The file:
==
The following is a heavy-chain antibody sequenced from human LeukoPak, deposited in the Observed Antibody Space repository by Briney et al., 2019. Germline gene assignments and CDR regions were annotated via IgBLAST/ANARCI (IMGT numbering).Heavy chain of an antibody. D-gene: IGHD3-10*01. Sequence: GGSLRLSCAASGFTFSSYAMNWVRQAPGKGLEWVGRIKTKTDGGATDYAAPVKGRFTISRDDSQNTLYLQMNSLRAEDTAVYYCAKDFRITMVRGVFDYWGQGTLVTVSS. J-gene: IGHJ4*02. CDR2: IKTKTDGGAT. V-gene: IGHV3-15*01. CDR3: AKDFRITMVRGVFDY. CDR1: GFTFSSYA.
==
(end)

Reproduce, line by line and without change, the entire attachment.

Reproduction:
The following is a heavy-chain antibody sequenced from human LeukoPak, deposited in the Observed Antibody Space repository by Briney et al., 2019. Germline gene assignments and CDR regions were annotated via IgBLAST/ANARCI (IMGT numbering).Heavy chain of an antibody. D-gene: IGHD3-10*01. Sequence: GGSLRLSCAASGFTFSSYAMNWVRQAPGKGLEWVGRIKTKTDGGATDYAAPVKGRFTISRDDSQNTLYLQMNSLRAEDTAVYYCAKDFRITMVRGVFDYWGQGTLVTVSS. J-gene: IGHJ4*02. CDR2: IKTKTDGGAT. V-gene: IGHV3-15*01. CDR3: AKDFRITMVRGVFDY. CDR1: GFTFSSYA.